suffered much with chills and fever during that short period. A small Baptist church was constituted near the station, and Father, Mother, Grandfather and Grandmother became members of it. Father was the deacon. They built a log meeting-house on the bank of the Licking River, and a revival and ingathering of the church followed. A goodly number were added by baptism, and, the country being new, some Baptists moved in, and became members by letter.

I was now, as already stated, about eleven years old. The thoughts of death, of judgment, and future punishment, with an increased force and terror, oppressed my mind; and now my resolve to do better after awhile gave me no relief. I therefore solemnly resolved within myself to set about the work in good earnest and never give it up until I knew I had obtained the pardon of all my sins, and then live clear of sin the remainder of my days and be a good, exemplary, straight-walking Christian. Thus would I have no fears of death, hell, or judgment, but would be prepared for heaven at all times. All this I verily thought I could obtain by repentance, prayer, diligence, obedience, and a persevering

continuance in well-doing. Do good and be good; then do good and keep good. I believed that God was good, and that He would love and save all who would repent, do good, pray, and love Him. These I would do, for I never once thought but what I could do all these things. So I began, and although I was at a loss for words, and could not pray fluently, yet I thought I should improve from practice. For a time I seemed to get along but poorly, and sometimes thought of giving it up; but the fears of death and hell would come on me with such terrific shocks, that I would go at it again.

Continuing for some months in this way, I found that I was gaining ground—that I had got much better. I had prayed often and frequently, I had repented with sorrow for my sins, I had ceased to do evil, was very precise in my walk and conversation, and I had refrained from playing with other boys, especially on the Sabbath day, as we called the first day of the week. All these things I had done so faithfully, that I concluded God did now love me and would save me, and I felt very happy. I continued in this frame for a time, and resolved never to sin again, but live holy the remainder of my days. I had not lived long in this perfect way, until I began to get tired. Then I thought that as I was young, and, perhaps, might live to be old, it was a gloomy prospect to spend a whole long life in this irksome way, and never see any pleasure in youth or manhood. Yet, I reflected again, although I was young I might die, and that would be an awful event if I should now go back into sin again.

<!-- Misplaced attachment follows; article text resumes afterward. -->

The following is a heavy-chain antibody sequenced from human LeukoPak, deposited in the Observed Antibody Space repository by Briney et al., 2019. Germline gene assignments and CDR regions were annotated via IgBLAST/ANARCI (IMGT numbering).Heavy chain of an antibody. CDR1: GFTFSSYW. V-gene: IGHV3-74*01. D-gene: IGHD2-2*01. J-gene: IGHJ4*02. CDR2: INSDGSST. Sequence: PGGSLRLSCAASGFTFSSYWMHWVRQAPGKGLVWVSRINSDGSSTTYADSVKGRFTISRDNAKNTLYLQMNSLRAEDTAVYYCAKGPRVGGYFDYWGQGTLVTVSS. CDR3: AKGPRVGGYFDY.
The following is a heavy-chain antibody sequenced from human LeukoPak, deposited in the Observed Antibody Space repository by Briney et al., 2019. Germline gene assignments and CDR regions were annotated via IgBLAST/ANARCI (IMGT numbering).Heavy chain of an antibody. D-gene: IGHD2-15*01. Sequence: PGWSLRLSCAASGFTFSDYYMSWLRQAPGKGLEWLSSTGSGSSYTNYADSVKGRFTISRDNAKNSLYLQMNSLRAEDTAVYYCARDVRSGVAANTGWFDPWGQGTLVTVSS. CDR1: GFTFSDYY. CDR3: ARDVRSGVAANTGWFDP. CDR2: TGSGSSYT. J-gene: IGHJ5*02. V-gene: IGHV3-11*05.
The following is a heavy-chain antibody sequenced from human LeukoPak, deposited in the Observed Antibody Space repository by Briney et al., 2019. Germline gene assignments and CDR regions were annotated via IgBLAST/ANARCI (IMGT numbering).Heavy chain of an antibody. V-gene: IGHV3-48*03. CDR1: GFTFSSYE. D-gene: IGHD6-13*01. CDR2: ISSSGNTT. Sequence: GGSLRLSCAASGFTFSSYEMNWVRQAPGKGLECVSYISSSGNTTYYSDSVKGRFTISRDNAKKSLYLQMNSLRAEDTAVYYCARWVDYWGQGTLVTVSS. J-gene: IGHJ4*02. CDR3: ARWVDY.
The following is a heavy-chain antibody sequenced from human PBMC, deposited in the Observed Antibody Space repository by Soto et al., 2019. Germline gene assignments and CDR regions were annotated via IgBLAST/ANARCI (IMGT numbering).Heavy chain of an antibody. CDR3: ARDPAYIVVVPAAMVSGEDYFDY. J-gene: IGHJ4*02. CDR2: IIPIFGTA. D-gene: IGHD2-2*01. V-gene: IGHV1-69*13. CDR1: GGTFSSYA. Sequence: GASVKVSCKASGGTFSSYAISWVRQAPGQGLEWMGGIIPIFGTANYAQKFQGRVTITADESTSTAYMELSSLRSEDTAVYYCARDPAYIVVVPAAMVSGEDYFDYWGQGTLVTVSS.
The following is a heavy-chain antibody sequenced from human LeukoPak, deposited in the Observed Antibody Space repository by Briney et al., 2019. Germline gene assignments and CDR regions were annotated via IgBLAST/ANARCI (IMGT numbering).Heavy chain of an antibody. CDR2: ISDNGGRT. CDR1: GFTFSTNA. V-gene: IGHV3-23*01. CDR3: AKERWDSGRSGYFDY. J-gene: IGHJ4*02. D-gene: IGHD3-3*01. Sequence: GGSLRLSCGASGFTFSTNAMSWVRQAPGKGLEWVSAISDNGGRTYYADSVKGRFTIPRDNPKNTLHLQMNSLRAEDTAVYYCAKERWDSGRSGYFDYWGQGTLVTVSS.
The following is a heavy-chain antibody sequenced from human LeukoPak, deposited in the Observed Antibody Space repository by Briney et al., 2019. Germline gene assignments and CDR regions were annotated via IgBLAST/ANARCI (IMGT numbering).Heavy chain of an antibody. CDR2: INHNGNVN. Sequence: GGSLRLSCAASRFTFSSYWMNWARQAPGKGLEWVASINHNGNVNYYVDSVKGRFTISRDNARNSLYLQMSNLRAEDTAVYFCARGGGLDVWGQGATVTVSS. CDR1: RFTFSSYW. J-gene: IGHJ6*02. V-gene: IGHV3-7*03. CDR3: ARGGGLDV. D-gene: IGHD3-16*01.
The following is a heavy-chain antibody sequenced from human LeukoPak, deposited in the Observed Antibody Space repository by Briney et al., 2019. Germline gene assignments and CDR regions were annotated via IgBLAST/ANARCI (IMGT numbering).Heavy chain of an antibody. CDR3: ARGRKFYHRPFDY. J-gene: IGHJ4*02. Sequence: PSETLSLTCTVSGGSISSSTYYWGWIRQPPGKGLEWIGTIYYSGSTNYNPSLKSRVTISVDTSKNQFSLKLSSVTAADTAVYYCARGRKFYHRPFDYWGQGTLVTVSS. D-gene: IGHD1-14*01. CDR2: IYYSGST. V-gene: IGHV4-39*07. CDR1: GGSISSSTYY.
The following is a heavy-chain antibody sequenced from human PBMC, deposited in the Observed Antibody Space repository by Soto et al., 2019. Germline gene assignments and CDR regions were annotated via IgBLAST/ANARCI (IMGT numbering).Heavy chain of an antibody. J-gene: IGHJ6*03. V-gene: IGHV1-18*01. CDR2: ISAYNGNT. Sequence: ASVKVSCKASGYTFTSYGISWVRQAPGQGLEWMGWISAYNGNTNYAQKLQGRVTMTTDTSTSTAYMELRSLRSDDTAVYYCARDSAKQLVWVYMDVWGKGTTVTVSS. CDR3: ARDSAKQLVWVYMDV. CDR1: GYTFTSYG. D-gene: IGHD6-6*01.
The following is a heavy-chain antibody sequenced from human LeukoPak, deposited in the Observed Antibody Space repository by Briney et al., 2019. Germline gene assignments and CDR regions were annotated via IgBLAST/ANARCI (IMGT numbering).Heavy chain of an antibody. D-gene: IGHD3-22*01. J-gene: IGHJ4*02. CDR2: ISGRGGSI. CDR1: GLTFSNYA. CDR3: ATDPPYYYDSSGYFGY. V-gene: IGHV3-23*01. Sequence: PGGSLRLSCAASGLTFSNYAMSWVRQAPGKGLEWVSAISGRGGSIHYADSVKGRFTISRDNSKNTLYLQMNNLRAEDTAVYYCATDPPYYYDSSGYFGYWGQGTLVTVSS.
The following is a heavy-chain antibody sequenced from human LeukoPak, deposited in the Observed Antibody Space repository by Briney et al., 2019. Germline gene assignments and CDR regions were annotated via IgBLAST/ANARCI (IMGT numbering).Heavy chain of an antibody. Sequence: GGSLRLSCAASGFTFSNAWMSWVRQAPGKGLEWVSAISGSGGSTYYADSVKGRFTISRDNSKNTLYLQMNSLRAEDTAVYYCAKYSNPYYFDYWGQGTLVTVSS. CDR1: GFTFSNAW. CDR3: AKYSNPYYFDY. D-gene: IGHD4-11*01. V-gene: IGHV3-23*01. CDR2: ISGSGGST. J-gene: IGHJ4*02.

While these things were agitating my mind, the love of sin pulling me back, and the fears of death and judgment prompting me forward, an event occurred which was rather singular. I heard my mother and my aunt talking of the death of one of my cousins, who had lately died, and

they seemed doubtful whether she had crossed the line of “accountability” or not. I have no recollection of ever hearing until then anything about infant purity, or the line of accountability that infants must cross before they can be lost. I understood these women to express this idea. I felt at once a very deep interest in the doctrine, and a thought occurred to me at once: “Perhaps I have not yet crossed this line; if so, all my religious exercises and doings have been premature, and I am safe under the covert of infant purity and non-accountability.” This set me on a close search for this line, but I could not find it. I could not read, but supposed if I could I should soon find it; for I